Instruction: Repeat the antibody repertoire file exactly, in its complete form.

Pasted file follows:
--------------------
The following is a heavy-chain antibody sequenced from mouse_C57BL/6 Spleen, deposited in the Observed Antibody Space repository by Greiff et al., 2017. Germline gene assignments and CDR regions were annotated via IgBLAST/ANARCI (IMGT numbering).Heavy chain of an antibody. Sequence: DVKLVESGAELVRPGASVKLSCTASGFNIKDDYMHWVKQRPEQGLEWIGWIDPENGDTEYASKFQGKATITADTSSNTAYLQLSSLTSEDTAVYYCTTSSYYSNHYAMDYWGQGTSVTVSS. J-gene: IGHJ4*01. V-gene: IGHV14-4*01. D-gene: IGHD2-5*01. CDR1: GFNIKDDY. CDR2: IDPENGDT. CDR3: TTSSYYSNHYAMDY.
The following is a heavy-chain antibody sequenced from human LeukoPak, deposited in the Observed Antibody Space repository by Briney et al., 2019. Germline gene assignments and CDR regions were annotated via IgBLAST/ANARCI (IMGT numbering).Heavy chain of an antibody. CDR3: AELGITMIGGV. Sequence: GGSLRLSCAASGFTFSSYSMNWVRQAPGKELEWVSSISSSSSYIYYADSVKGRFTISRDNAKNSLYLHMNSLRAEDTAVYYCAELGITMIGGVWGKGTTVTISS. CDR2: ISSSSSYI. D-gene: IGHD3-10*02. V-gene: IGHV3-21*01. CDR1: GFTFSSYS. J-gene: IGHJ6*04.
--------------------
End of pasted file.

The following is a heavy-chain antibody sequenced from mouse_C57BL/6 Spleen, deposited in the Observed Antibody Space repository by Greiff et al., 2017. Germline gene assignments and CDR regions were annotated via IgBLAST/ANARCI (IMGT numbering).Heavy chain of an antibody. Sequence: DVKLVESGAELVRPGASVKLSCTASGFNIKDDYMHWVKQRPEQGLEWIGWIDPENGDTEYASKFQGKATITADTSSNTAYLQLSSLTSEDTAVYYCTTSSYYSNHYAMDYWGQGTSVTVSS. J-gene: IGHJ4*01. V-gene: IGHV14-4*01. D-gene: IGHD2-5*01. CDR1: GFNIKDDY. CDR2: IDPENGDT. CDR3: TTSSYYSNHYAMDY.
The following is a heavy-chain antibody sequenced from human LeukoPak, deposited in the Observed Antibody Space repository by Briney et al., 2019. Germline gene assignments and CDR regions were annotated via IgBLAST/ANARCI (IMGT numbering).Heavy chain of an antibody. CDR3: AELGITMIGGV. Sequence: GGSLRLSCAASGFTFSSYSMNWVRQAPGKELEWVSSISSSSSYIYYADSVKGRFTISRDNAKNSLYLHMNSLRAEDTAVYYCAELGITMIGGVWGKGTTVTISS. CDR2: ISSSSSYI. D-gene: IGHD3-10*02. V-gene: IGHV3-21*01. CDR1: GFTFSSYS. J-gene: IGHJ6*04.